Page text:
— Adobe Summit (@AdobeSummit) March 26, 2014
According to a recent survey conducted by Adobe, 60 percent of marketers expect their roles to change in the next year. But these same marketers are stuck—facing what vice president of strategy and business development in digital marketing at Adobe, John Mellor, called the “digital roadblock”—unable to make this transition. The survey found 30 percent of respondents felt they required more skills and 30 percent mentioned their organization’s inability to adapt to the current realities of marketing. The findings underscored the theme of the second day of Adobe Summit 2014: “Reinvention and Risk.”
The concepts “reinvention” and “risk” are tightly related. “Reinvention requires risk,” Mellor explained. And that is certainly true. It’s risky to attend one conference session, then return to your company and demand instant change. To help with this, Adobe has launched their new Digital Marketing Maturity Assessment. The assessment measures an organization’s maturity in terms of people, process, and produce. These “three P’s,” Mellor said, “either drive our organizations or create drag. They drive us, or they drive us nuts.”
“How do we call out the gaps,” Mellor continued, “so we can pull them back into alignment?” It’s risky and costly to make swift people, process, and product decisions. We can’t expect some magical dream of reinvention to become a reality. We want to evolve and reinvent the industry, but expecting an immediate change is both unrealistic and potentially devastating.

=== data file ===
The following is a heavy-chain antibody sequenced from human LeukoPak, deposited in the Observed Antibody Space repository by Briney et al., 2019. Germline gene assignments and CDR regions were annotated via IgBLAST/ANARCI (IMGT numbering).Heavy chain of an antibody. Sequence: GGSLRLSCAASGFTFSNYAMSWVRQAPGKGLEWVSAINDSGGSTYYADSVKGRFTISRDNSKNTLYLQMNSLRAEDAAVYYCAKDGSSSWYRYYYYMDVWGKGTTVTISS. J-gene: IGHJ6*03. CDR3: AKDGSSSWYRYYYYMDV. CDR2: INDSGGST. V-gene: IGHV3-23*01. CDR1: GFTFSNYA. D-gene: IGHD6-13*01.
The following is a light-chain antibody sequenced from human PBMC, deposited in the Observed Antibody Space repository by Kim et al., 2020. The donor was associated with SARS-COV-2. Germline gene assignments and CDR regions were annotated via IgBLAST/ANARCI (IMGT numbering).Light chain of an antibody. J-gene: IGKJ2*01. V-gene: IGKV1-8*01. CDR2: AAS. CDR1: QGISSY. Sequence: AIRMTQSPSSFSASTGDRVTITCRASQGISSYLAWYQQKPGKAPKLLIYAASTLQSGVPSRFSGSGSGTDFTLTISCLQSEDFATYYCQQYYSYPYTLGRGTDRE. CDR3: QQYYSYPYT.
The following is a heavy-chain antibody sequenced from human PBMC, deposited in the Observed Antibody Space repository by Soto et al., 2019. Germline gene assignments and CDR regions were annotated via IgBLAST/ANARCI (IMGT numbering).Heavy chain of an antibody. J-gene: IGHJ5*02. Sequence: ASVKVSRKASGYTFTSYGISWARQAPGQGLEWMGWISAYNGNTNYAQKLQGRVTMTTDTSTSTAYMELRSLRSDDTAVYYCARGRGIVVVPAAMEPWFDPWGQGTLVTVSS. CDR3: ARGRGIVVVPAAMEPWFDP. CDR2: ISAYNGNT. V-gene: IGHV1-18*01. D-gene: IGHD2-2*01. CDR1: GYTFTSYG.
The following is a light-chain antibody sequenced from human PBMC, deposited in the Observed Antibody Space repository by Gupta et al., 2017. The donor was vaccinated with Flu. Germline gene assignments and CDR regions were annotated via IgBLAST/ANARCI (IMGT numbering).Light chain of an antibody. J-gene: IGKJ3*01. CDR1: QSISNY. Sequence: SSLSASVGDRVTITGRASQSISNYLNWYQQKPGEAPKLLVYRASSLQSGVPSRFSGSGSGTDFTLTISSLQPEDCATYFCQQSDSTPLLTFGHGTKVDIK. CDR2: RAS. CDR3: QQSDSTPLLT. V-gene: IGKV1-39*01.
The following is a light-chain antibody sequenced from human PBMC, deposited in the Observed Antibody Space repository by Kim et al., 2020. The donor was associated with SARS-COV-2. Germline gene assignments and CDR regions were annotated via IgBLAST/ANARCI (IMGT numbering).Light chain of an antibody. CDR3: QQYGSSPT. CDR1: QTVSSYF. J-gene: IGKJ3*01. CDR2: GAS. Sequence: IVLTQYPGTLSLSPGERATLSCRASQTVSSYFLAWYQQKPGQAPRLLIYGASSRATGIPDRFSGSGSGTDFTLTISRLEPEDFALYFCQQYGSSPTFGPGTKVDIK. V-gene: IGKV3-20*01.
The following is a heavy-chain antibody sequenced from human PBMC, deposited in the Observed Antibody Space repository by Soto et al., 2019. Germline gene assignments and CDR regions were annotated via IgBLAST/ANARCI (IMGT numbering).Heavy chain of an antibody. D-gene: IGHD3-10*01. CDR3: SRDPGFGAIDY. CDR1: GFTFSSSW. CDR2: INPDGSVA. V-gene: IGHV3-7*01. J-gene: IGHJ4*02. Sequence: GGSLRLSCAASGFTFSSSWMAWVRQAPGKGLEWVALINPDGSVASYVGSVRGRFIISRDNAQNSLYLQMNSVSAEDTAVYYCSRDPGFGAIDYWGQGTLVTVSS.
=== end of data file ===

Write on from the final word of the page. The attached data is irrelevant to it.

Embracing risk and taking risky actions are not the same. It’s possible to calculate risk. In this case, the key is to introduce the concept of culture. As an industry, we must first focus on identifying the gaps within our company’s culture. If we accomplish this, the “three P’s” will fall into place.
Take, for example, the idea of reinventing people within your organization. Say you identify a gap in your team’s skills and you make moves to address the deficiency quickly. You can invest a lot of time and money in structured training courses or hire new experts who already possess those skills. But what if those newly trained people still work in an environment that doesn’t support the desired change? What if the organization’s culture isn’t aligned in its mission? Making changes—whether to people, process, or product—may be necessary, but only after culture is addressed.
When asked about risk, Robert Redford replied, “Not taking a risk, is a risk.” In a fast moving—and ever-changing—industry, this couldn’t be more true. But let’s make sure our reinvention embraces smart, calculated risk—not needless, reckless riskiness.